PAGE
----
In light of the news, and having already completed the state-required premarital course, Huntsman and Jones went to the clerk's office January 2 and filled out the application for their marriage license. They beamed with pride as radiantly as the sun shone outside.

The certificate, which still had not yet been adapted to gay verbiage, lists Jones as groom and Huntsman as bride.

However, the license was not finalized. Not wanting to disrespect the federal court, Monroe County Clerk of Court Amy Heavlin did not sign it. However, her office is poised to issue a finalized license at a special midnight event today to celebrate the commencement of marriage equality in Florida.

"Technically, she cannot sign it before the stay is lifted," Huntsman says. "Also, [Heavlin] might be out of town for vacation on the sixth, so one of the assistant clerks at the midnight event may just stamp her name."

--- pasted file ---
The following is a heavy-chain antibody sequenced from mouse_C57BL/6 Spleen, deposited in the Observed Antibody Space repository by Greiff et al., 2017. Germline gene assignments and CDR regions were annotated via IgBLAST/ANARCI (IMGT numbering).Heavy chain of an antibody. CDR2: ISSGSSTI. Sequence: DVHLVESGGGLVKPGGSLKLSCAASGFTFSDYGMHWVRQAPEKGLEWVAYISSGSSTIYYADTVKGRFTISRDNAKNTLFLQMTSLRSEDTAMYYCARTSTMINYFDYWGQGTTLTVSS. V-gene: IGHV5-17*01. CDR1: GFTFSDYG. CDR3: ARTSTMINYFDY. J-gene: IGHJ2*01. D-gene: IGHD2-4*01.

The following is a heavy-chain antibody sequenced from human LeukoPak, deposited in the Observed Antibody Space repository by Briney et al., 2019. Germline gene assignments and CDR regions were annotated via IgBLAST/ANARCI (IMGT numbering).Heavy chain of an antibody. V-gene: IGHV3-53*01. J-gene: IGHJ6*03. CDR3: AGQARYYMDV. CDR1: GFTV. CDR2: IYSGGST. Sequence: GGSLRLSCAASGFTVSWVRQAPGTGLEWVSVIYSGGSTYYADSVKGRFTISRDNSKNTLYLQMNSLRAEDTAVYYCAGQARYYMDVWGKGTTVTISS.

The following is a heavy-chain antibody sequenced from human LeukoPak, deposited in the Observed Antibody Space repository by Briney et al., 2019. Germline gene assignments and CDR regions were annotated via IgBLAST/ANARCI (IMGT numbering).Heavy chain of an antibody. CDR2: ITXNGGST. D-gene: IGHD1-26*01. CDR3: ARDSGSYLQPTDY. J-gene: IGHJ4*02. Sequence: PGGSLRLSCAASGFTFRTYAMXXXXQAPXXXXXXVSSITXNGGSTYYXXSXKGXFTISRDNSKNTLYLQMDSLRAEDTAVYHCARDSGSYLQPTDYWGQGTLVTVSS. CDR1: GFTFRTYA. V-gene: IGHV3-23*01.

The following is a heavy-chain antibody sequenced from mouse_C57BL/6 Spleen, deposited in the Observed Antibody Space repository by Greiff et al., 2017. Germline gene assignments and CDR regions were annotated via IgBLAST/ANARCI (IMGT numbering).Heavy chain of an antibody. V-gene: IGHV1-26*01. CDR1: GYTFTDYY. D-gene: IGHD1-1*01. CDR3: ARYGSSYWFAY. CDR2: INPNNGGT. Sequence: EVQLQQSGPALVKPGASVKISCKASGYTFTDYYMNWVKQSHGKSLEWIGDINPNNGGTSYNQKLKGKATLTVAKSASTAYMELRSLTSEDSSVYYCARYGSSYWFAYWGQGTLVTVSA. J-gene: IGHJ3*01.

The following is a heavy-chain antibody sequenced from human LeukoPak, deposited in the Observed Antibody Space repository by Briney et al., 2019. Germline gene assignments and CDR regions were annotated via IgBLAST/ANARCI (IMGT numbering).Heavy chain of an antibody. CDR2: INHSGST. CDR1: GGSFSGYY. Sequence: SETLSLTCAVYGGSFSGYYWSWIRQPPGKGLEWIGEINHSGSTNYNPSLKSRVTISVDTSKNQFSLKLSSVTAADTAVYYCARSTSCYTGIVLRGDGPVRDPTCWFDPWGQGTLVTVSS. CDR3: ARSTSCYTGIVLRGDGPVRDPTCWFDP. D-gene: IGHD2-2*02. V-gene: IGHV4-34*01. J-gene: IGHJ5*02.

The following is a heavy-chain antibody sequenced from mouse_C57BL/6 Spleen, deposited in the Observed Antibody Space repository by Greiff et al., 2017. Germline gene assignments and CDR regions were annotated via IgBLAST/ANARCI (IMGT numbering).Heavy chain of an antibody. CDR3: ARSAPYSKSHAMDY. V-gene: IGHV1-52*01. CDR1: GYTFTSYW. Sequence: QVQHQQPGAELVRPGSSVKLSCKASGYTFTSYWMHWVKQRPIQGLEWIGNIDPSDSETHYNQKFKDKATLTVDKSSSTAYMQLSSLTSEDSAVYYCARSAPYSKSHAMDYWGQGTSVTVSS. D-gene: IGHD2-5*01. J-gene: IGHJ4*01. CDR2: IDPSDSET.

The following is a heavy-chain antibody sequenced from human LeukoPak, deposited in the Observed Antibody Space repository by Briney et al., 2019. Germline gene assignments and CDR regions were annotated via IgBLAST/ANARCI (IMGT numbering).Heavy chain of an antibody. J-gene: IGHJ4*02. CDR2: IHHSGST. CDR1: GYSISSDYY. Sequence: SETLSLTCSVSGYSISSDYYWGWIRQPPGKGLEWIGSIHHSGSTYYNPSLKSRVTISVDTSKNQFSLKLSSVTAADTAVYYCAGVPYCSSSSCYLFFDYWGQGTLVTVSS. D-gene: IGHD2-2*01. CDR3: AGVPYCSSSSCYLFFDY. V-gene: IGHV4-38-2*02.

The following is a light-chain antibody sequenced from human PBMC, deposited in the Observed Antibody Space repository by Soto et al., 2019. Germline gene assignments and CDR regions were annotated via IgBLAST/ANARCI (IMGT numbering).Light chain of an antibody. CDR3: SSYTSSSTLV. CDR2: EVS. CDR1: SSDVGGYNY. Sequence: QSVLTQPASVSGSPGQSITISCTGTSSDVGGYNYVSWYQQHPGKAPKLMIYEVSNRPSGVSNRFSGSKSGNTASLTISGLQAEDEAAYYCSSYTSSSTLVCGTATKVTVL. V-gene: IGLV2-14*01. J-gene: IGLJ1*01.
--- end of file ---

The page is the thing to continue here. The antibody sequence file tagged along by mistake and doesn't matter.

The clerk's office is prepared to allow the first 100 same-sex couples who come in the chance to finally tie the knot. Everyone else will be able to apply for marriage licenses the next day during normal business hours.

Though their "spiritual wedding" is not planned until this summer, mainly because of the financial straits the couple is enduring after crusading for marriage equality for the past year, Huntsman and Jones are going ahead now with a more earthly ceremony. Rev. Steve Torrence will preside once they obtain their license from clerk's office.

"It is an honor to be part of their celebration," says Torrence, who leads Metropolitan Community Church Key West. "Aaron and Lee have been together for 12 years in a loving and committed relationship; they want to honor their relationship by getting married. They have fought the fight, and I'm very proud of them."

The two are overjoyed that they will "finally" be legally recognized as a couple by the state they call home. After years of being bullied by gay-hating groups for loving each other, this Tuesday they will be married on the steps of the Monroe County Courthouse after swapping handmade silver rings under the full moon for all the world to see.